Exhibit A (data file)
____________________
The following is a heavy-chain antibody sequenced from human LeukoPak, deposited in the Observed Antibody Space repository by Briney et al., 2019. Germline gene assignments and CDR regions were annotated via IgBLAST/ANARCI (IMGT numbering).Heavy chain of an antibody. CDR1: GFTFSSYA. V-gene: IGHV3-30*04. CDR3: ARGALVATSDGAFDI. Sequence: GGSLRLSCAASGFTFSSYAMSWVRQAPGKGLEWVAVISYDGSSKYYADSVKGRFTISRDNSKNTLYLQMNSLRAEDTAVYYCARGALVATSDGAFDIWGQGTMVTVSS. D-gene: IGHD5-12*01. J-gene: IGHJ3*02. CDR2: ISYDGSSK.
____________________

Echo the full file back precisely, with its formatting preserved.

The following is a heavy-chain antibody sequenced from human LeukoPak, deposited in the Observed Antibody Space repository by Briney et al., 2019. Germline gene assignments and CDR regions were annotated via IgBLAST/ANARCI (IMGT numbering).Heavy chain of an antibody. CDR1: GFTFSSYA. V-gene: IGHV3-30*04. CDR3: ARGALVATSDGAFDI. Sequence: GGSLRLSCAASGFTFSSYAMSWVRQAPGKGLEWVAVISYDGSSKYYADSVKGRFTISRDNSKNTLYLQMNSLRAEDTAVYYCARGALVATSDGAFDIWGQGTMVTVSS. D-gene: IGHD5-12*01. J-gene: IGHJ3*02. CDR2: ISYDGSSK.